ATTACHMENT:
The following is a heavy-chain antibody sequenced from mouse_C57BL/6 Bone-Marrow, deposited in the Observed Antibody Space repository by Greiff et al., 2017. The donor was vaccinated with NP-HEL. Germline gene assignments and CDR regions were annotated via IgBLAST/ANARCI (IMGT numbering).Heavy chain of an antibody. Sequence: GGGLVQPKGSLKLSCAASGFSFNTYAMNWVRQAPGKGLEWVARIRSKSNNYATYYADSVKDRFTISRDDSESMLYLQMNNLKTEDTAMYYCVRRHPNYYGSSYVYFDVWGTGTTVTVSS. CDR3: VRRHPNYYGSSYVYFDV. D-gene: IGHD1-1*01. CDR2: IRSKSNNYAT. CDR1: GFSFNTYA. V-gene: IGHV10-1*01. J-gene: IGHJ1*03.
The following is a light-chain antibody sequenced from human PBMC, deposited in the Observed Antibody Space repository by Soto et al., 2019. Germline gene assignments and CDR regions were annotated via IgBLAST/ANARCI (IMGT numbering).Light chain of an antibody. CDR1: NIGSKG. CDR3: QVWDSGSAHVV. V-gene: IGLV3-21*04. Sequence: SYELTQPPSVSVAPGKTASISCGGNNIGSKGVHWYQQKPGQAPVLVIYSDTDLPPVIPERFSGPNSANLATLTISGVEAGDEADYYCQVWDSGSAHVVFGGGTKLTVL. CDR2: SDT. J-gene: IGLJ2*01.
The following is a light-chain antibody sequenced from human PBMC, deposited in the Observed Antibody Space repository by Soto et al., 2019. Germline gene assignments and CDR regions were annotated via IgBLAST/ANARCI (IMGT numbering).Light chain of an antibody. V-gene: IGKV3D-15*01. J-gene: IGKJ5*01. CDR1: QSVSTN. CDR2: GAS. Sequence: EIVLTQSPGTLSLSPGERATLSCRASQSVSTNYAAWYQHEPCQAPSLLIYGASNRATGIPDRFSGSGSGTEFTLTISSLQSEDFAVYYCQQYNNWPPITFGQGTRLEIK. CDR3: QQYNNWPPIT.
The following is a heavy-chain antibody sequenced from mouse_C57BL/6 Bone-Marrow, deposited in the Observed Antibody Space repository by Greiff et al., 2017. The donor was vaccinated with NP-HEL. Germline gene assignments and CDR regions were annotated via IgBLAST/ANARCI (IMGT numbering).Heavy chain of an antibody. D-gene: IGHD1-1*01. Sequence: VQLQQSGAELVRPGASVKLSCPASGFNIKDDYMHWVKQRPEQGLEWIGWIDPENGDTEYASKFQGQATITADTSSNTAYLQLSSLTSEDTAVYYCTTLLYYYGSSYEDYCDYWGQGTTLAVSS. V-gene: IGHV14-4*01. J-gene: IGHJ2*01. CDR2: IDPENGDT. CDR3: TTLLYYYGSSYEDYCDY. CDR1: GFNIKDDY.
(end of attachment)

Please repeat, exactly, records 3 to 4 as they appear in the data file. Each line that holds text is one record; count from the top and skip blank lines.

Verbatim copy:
The following is a light-chain antibody sequenced from human PBMC, deposited in the Observed Antibody Space repository by Soto et al., 2019. Germline gene assignments and CDR regions were annotated via IgBLAST/ANARCI (IMGT numbering).Light chain of an antibody. V-gene: IGKV3D-15*01. J-gene: IGKJ5*01. CDR1: QSVSTN. CDR2: GAS. Sequence: EIVLTQSPGTLSLSPGERATLSCRASQSVSTNYAAWYQHEPCQAPSLLIYGASNRATGIPDRFSGSGSGTEFTLTISSLQSEDFAVYYCQQYNNWPPITFGQGTRLEIK. CDR3: QQYNNWPPIT.
The following is a heavy-chain antibody sequenced from mouse_C57BL/6 Bone-Marrow, deposited in the Observed Antibody Space repository by Greiff et al., 2017. The donor was vaccinated with NP-HEL. Germline gene assignments and CDR regions were annotated via IgBLAST/ANARCI (IMGT numbering).Heavy chain of an antibody. D-gene: IGHD1-1*01. Sequence: VQLQQSGAELVRPGASVKLSCPASGFNIKDDYMHWVKQRPEQGLEWIGWIDPENGDTEYASKFQGQATITADTSSNTAYLQLSSLTSEDTAVYYCTTLLYYYGSSYEDYCDYWGQGTTLAVSS. V-gene: IGHV14-4*01. J-gene: IGHJ2*01. CDR2: IDPENGDT. CDR3: TTLLYYYGSSYEDYCDY. CDR1: GFNIKDDY.